If

Last Sunday, I preached on Luke 21:25-36, yet spoke of Psalm 46:2-3 as being at the heart of the Gospel text:

Therefore we will not fear.  This is the meaning of Jesus admonition in Luke’s Gospel: “Stand up and raise your heads.”  This is the language of faith as trusting in God’s promises made in Christ Jesus.  Even if the Cosmos and the earth (all of Creation) is in chaos, the believer is not to succumb to the fears and doubts that surround them.  Apopsuchó literally means to stop breathing out of fear – so this is fear of the highest order!  Rather:  Be alert at all times, praying that you may have the strength to escape all these things that will take place, and to stand before the Son of Man (Luke 21:36).

I ended the sermon by reading the poem If, by Rudyard Kipling (1865-1936).  Several folks have asked me to share that poem in writing – and here it is:
 
If you can keep your head when all about you   
    Are losing theirs and blaming it on you,   
If you can trust yourself when all men doubt you,
    But make allowance for their doubting too;   
If you can wait and not be tired by waiting,
    Or being lied about, don’t deal in lies,
Or being hated, don’t give way to hating,
    And yet don’t look too good, nor talk too wise:
 
If you can dream—and not make dreams your master;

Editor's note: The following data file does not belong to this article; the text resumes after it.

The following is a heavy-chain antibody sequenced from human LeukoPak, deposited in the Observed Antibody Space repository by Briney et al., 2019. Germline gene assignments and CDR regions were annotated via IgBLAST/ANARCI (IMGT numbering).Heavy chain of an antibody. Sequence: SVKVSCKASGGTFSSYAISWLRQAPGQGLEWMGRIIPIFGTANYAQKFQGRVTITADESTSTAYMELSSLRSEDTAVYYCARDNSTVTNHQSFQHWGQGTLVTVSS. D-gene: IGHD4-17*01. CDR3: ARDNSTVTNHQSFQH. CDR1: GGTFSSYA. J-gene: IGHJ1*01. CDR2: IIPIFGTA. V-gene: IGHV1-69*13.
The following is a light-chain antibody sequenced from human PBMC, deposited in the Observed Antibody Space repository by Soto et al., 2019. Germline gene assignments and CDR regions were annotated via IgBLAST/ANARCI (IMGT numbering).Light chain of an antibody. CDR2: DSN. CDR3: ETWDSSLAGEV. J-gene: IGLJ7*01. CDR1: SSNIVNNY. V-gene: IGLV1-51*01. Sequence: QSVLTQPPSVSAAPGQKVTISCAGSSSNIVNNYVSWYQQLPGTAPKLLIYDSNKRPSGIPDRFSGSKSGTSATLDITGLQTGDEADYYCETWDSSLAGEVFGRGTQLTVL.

If you can think—and not make thoughts your aim;   
If you can meet with Triumph and Disaster
    And treat those two impostors just the same;   
If you can bear to hear the truth you’ve spoken
    Twisted by knaves to make a trap for fools,
Or watch the things you gave your life to, broken,
    And stoop and build ’em up with worn-out tools:
 
If you can make one heap of all your winnings
    And risk it on one turn of pitch-and-toss,
And lose, and start again at your beginnings
    And never breathe a word about your loss;
If you can force your heart and nerve and sinew
    To serve your turn long after they are gone,   
And so hold on when there is nothing in you
    Except the Will which says to them: ‘Hold on!’
 
If you can talk with crowds and keep your virtue,   
    Or walk with Kings—nor lose the common touch,
If neither foes nor loving friends can hurt you,
    If all men count with you, but none too much;
If you can fill the unforgiving minute
    With sixty seconds’ worth of distance run,   
Yours is the Earth and everything that’s in it,   
    And—which is more—you’ll be a Man, my son!
 
 
Pastor Blyth